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Replication and Scaling Up: Using Process Evaluation to Understand Why Social Programs Do or Do Not Work

The views expressed are those of the author and do not necessarily reflect the views of ASPA as an organization.

By Saunji Fyffe
November 26, 2018

More and more, public and non-profit leaders are conducting evaluations to identify the extent to which social programs are successful in achieving positive outcomes. However, social programs are seldom evaluated in ways that can determine whether they are operating or implemented as intended. A great deal of attention is being paid to outcome evaluation to assess whether a program is successful. Yet, conducting process evaluation helps to understand why programs succeed or fail. Looking at outcomes without analyzing how they were achieved presents a partial picture of a program and does not account for the organizational, programmatic and contextual characteristics that may be influencing outcomes or could be important for scaling and replicating efforts.

What is process evaluation and how does it differ from outcome evaluation?

Quality evaluations that follow a systematic approach usually will include both process and outcome evaluation. Process evaluation is distinct from outcome evaluation in that process evaluations occur during implementation and can be used to monitor and document operational factors. Through a process evaluation, quantitative (output) and qualitative data are collected on a regular basis to monitor and describe program activities. These data can help public and nonprofit leaders better understand how certain activities and elements of social programs influence program outcomes. For example, process evaluation can determine whether a program did or did not work due to implementation quality, changes that were made, barriers to delivery, challenges faced, resource investment, organizational characteristics, external factors and more.

In contrast, outcome evaluation occurs after implementation and measures a program’s results. Examining outcomes helps determine whether a program produced the changes or results in the target population that it was expected to achieve (e.g., changes in participant and/or target population’s knowledge, attitudes, skills, behaviors, or status). However, outcome evaluation data does not show what caused the results or provide information about why a program did or did not work.

Although process and outcome evaluation differ, they serve complementary purposes. When social programs achieve positive outcomes, it helps to understand which activities and characteristics contribute to success. Similarly, it is important to ask why certain programs fail to produce expected results. Without a rigorous and systematic process evaluation, it may be difficult to attribute outcomes to the program itself and not to contextual factors outside the program.

Why is process evaluation important?

Policymakers commonly assume a social program that is effective in one setting can produce the same results in other settings. However, social programs tend to be evaluated in a single setting, and so the results are not necessarily able to be generalized. For scaling and replicating social programs, it is important to understand the processes required to implement a program consistently and at a high level of quality. This is especially important because social programs often have different practitioners with varying levels of expertise implementing programs in different contexts.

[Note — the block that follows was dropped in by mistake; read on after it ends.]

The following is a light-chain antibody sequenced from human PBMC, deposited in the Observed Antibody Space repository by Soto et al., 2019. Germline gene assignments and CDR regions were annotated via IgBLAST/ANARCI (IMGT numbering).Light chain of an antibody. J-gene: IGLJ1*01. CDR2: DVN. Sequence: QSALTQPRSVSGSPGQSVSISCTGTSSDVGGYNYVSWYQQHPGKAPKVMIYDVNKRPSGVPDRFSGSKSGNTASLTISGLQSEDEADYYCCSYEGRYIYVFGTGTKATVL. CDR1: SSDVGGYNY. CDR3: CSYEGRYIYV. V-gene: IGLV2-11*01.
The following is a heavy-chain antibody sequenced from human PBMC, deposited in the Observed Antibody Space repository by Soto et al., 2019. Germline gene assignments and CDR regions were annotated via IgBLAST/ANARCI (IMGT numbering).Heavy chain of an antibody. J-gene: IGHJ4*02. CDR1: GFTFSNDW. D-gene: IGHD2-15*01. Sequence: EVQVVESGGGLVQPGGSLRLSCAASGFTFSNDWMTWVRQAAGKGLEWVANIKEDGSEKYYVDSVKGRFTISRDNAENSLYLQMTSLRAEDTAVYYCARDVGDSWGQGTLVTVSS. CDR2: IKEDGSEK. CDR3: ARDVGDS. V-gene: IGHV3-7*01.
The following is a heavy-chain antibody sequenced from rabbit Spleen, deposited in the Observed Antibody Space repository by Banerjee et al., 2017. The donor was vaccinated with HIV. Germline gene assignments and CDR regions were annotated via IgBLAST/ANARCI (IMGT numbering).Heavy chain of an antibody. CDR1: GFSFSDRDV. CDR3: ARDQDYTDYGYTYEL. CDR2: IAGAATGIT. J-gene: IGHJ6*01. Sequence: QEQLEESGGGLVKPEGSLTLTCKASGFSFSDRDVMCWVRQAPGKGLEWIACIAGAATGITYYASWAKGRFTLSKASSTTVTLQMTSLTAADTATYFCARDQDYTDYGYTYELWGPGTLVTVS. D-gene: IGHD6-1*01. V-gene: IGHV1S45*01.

How an intervention is implemented can affect outcomes. Hence, the success of scaling and replicating social programs often depends on implementation fidelity. Fidelity is a key indicator of implementation quality in community settings and refers to the extent an intervention corresponds to its original intention or is implemented as intended. Moreover, the integrity of program outcomes depends on knowing what aspects of the program were delivered and how well they were conducted. The lack of implementation fidelity can weaken outcomes, leading to flawed conclusions about program effectiveness, even causing potentially useful programs to appear unsuccessful.

Process evaluation advances understanding of the processes needed to maintain implementation fidelity. Examining implementation fidelity in process evaluation can help public and nonprofit leaders uncover variations in how social programs are adopted and adapted. Characteristics of participants and the context or situation in which programs are implemented also can be examined to help explain what may be influencing outcomes and inform plans to scale and replicate.

Conducting process evaluation in combination with outcome evaluation offers a more complete picture by linking program activities and observed outcomes with a higher degree of certainty. Determining whether a social program actually works or is achieving its expected outcomes is difficult without having evidence that a program has been implemented as intended.


Author: Saunji D. Fyffe, Ph.D., is a consultant specializing in program monitoring and evaluation. This article is based on her experience working with nonprofits to build capacity and implement performance measurement and management. For additional information, email [email protected]

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